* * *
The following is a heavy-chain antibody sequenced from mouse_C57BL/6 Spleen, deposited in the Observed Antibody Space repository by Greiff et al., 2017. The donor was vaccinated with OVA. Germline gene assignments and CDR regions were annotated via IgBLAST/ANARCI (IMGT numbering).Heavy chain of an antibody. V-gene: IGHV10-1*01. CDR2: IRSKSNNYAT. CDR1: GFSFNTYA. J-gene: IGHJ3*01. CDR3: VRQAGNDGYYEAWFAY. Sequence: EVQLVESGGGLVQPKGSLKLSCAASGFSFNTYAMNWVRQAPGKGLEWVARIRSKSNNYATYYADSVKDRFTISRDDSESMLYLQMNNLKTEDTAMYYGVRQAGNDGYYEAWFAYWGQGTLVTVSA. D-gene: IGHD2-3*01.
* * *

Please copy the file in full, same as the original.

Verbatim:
The following is a heavy-chain antibody sequenced from mouse_C57BL/6 Spleen, deposited in the Observed Antibody Space repository by Greiff et al., 2017. The donor was vaccinated with OVA. Germline gene assignments and CDR regions were annotated via IgBLAST/ANARCI (IMGT numbering).Heavy chain of an antibody. V-gene: IGHV10-1*01. CDR2: IRSKSNNYAT. CDR1: GFSFNTYA. J-gene: IGHJ3*01. CDR3: VRQAGNDGYYEAWFAY. Sequence: EVQLVESGGGLVQPKGSLKLSCAASGFSFNTYAMNWVRQAPGKGLEWVARIRSKSNNYATYYADSVKDRFTISRDDSESMLYLQMNNLKTEDTAMYYGVRQAGNDGYYEAWFAYWGQGTLVTVSA. D-gene: IGHD2-3*01.